Electric cars are a big part of how we’ll see the green energy future emerging in Australia, at least according to Ed Husic, Labor’s Shadow Minister for Industry and Innovation.
Husic believes we stand at a bit of a crossroads. For a while, Australia had a strong manufacturing workforce, but with the loss of local Holden, Ford and Toyota manufacturing, this workforce has withered away into other industries. Husic reckons we can bring Australia’s car manufacturing industry back with a green future.
“A big part of that as well is around opening up the potential for domestic EV manufacturing,” Husic told Gizmodo Australia.
“We’re putting on the table $3 billion in the form of either loans or equity to help support that.
“So we are serious about it – we think we need to do that, because that type of manufacturing is critical to any modern economy. People are getting it, that we need to revitalise manufacturing in Australia, given what we’ve been through, and if we’re going to talk about rebuilding sovereign capability and not be a victim to disrupted global supply chains, these are the type of hard issues we need to focus on and address.”
Bringing car manufacturing back
A quick refresher. Ford stopped manufacturing vehicles in Australia in 2016, with Holden and Toyota following suit in 2017. There were a few factors that led to this – low import tariffs, roll-on effects from the GFC and a lack of support for local car manufacturers were at the top of the list of reasons, so now Australian-made cars are but a memory. About 50,000 jobs were lost in 12 months.
But electric vehicles are a technology that’s seeing major innovation and manufacturing around the world, with various car manufacturers set to switch to fully electric within the coming years. It’s a wave that Labor wants to catch.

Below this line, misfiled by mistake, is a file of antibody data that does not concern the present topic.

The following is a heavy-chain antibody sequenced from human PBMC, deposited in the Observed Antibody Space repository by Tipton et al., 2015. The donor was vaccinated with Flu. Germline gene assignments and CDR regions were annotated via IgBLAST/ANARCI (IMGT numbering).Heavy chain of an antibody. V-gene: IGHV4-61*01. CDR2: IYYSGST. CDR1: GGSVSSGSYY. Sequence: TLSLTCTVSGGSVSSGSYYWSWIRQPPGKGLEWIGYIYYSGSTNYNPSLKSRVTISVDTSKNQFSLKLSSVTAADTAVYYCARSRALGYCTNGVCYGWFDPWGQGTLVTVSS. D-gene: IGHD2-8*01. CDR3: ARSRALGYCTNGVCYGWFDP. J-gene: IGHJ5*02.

“It’s two things – it’s about revitalising manufacturing and lowering emissions while we do it,” continued Husic.
“By manufacturing here, we can not only create jobs and economic opportunity, but the more of the vehicles that appear on our roads, the better we do in tackling transport and the emissions that come out of transport.”
As far as EVs go, the Coalition has championed greater public and private infrastructure, including EV charging stations. Charging station infrastructure is an important aspect, with only about 3,000 estimated to exist within Australia. For comparison, The U.S. state of California has more than 73,000 public chargers. Focusing on charging stations isn’t unwelcome, however, it doesn’t address making electric cars cheaper in Australia, which Husic says he’s far more interested in.
The electric vehicle culture change
Interestingly, Australia is set to have EVs manufactured onshore within the coming years. ACE EV is hoping to produce a fleet of vehicles within the next two years entirely within Australia, with the first to hit the road later this year. When I spoke to Gregory McGarvie, the managing director of ACE EV, he stressed that Australia needs a “culture change” around electric vehicles, to compensate for the lower mileage and a change in what the vehicle does for the individual. I asked Husic what he thought of this.
“I think the culture change needs to happen at a policy level where governments take this seriously … It’s just not a niche technology that people wont embrace, we do need to support it, we do need to get cracking on it,” Husic responded. He later compared Australia to other countries in terms of EV takeup, saying that we embarrassingly lag behind.
“What we’ve said is that we would bring in tax changes to help basically encourage the uptake of EVs,” Husic added to address this.
EV incentives like this are offered at the state level. Right now, Canberra champions electric vehicle policy with subsidies, with some other states offering benefits. At a federal level, a far-reaching electric vehicle policy would complement these state-offered policies well.
Husic added that EV technology does need to continue to be improved as it’s adopted.
He stressed concerns about charging station locations and range anxiety, even though modern EV ranges far exceed the Australian daily travel average (about 38 kilometres, as pointed out by McGarvie previously).
“The technology will constantly improve with investment, but we need a market to help drive that investment and if we’re only doing 1 per cent of new car sales as EVs then it’s a problem,” Husic concluded.